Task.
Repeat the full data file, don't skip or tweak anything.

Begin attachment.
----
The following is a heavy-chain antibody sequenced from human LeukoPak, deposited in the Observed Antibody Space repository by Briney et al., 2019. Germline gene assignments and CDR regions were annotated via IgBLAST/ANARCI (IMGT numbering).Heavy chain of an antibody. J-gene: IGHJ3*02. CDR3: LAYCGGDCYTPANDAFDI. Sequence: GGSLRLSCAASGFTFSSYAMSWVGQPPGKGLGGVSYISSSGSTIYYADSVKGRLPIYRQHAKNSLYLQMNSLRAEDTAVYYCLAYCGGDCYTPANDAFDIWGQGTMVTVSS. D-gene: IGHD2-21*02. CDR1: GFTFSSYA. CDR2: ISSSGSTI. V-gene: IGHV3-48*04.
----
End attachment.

The following is a heavy-chain antibody sequenced from human LeukoPak, deposited in the Observed Antibody Space repository by Briney et al., 2019. Germline gene assignments and CDR regions were annotated via IgBLAST/ANARCI (IMGT numbering).Heavy chain of an antibody. J-gene: IGHJ3*02. CDR3: LAYCGGDCYTPANDAFDI. Sequence: GGSLRLSCAASGFTFSSYAMSWVGQPPGKGLGGVSYISSSGSTIYYADSVKGRLPIYRQHAKNSLYLQMNSLRAEDTAVYYCLAYCGGDCYTPANDAFDIWGQGTMVTVSS. D-gene: IGHD2-21*02. CDR1: GFTFSSYA. CDR2: ISSSGSTI. V-gene: IGHV3-48*04.